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This week, the Tennessee Governor signed into law HB1186/SB0896 making various updates and improvements to Tennessee’s trust laws. This bill was spearheaded by the Tennessee Bankers Association Trust Committee, chaired by Derek Church, President of Pendleton Square Trust Company, LLC. Adding additional flexibility to the Tennessee Trust Code, the bill clarifies that non-judicial settlement agreements (NJSAs) can be used to establish directed trusts and that all NJSAs may be executed by electronic signature (even when used to modify or terminate a trust).

Of note for those funding self-settled trusts, the bill continues to improve Tennessee’s Asset Protection Trust statute by removing the affidavit requirement for future contributions and shortening the limitations period from 2 years to 1.5 years. It also makes two significant updates to Tennessee’s decanting law by (1) allowing remainder beneficiaries to become current permissible beneficiaries; and (2) allowing for elimination of a current beneficiary’s right to income from the trust in certain cases. In addition, the bill enhances Tennessee’s silent trust provisions, including with respect to directed trusts where a trust protector or advisor has been designated to receive reports on behalf of beneficiaries.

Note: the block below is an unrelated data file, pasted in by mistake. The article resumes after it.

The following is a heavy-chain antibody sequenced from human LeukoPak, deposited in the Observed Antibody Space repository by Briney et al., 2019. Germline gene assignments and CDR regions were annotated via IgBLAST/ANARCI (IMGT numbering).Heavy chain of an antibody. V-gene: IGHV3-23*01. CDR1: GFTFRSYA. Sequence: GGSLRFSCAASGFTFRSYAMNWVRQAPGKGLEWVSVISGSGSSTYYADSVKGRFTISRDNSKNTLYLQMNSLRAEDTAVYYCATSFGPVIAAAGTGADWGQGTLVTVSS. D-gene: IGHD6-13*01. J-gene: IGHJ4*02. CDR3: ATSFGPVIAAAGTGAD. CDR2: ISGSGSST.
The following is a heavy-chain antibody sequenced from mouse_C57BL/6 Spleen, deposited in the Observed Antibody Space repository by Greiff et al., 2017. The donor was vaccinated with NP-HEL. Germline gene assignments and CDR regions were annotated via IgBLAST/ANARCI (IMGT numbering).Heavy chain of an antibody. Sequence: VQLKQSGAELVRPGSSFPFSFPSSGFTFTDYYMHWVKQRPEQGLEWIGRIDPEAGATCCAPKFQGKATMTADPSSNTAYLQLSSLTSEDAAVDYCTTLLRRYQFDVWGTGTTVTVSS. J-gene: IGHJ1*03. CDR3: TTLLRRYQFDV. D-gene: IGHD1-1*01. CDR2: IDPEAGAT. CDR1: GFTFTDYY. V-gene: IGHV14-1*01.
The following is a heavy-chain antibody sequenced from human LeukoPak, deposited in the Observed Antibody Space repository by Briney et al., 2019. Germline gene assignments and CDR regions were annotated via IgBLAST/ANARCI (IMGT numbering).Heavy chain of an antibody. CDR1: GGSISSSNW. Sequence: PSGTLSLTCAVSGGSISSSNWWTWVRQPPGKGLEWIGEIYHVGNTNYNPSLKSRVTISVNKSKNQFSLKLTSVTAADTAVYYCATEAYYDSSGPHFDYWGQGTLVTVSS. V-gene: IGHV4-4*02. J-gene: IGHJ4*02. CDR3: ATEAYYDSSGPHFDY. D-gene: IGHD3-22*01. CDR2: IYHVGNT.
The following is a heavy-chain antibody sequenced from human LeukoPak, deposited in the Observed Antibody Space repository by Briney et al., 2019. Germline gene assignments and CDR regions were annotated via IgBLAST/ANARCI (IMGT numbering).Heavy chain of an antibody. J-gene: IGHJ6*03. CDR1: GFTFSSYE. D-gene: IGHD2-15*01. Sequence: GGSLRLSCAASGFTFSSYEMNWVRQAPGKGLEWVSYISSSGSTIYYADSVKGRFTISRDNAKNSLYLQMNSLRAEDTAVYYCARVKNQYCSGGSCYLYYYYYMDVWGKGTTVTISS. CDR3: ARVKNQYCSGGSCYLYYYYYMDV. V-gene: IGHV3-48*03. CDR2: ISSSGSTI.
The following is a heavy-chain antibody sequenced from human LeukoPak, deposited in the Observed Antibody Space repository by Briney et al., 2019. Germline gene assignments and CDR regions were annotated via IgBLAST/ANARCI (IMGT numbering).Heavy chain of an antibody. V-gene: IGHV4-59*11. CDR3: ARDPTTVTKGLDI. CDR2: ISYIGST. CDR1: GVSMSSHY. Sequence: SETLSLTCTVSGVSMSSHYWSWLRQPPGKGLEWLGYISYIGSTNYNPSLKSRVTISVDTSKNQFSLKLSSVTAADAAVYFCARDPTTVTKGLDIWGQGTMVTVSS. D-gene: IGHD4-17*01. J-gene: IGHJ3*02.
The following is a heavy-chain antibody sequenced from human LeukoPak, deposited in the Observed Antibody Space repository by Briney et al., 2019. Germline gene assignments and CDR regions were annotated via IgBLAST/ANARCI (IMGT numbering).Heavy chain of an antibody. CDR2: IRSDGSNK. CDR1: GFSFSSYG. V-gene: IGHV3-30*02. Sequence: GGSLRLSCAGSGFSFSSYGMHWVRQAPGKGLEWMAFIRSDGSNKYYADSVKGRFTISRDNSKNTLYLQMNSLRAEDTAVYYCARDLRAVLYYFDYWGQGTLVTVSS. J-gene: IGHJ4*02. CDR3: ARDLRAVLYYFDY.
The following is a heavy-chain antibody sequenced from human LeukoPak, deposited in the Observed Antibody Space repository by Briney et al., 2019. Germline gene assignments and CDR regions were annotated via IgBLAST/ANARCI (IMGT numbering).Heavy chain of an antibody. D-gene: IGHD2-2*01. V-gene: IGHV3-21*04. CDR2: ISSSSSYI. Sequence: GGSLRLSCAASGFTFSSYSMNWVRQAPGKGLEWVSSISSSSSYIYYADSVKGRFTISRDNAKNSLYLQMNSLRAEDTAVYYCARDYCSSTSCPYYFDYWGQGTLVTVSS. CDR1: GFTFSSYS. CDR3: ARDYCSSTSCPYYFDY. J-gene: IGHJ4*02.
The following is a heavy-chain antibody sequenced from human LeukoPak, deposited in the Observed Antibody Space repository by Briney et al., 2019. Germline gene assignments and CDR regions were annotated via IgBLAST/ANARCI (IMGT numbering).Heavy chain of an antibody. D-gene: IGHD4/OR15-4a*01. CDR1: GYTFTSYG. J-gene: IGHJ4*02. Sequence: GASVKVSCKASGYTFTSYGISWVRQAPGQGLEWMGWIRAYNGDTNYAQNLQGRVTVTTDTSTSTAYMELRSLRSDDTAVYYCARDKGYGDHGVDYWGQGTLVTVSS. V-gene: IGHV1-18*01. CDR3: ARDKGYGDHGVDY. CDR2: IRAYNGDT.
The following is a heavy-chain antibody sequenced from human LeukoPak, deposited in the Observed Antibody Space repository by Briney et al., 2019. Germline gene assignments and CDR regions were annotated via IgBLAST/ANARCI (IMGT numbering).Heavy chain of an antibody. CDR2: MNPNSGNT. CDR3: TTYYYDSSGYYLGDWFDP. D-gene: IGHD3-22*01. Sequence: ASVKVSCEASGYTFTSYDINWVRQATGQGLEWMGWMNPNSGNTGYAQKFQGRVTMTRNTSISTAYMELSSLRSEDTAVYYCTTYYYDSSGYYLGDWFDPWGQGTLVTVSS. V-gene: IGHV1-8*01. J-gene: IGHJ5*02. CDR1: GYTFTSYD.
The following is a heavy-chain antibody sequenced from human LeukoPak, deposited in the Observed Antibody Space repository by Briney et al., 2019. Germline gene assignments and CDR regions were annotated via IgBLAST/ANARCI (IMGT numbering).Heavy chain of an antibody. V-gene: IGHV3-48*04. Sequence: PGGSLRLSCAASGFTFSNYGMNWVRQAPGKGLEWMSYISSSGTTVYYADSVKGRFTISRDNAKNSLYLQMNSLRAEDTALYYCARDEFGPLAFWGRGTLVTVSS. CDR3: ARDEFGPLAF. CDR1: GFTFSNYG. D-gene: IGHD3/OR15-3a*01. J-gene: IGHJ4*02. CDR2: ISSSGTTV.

Lastly, the bill provides an optional mechanism for trustees to register trusts relocating to Tennessee from another jurisdiction. This is unique in the United States and of particular interest to those with trusts in civil law regimes such as most European jurisdictions.

With the sunset of Tennessee’s tax on investment income at the end of 2020, these changes continue to place Tennessee in the top tier of U.S. trust jurisdictions. Pendleton Square welcomes the opportunity to work with our advisor partners to outline the many advantages of the Tennessee trust situs.

Derek Church

Derek Church

Derek Church is president and chief operating officer of Pendleton Square Trust Company, a provider of trust advisor services in Nashville, TN. Nothing in this article should be construed as providing legal or tax advice regarding your specific situation.

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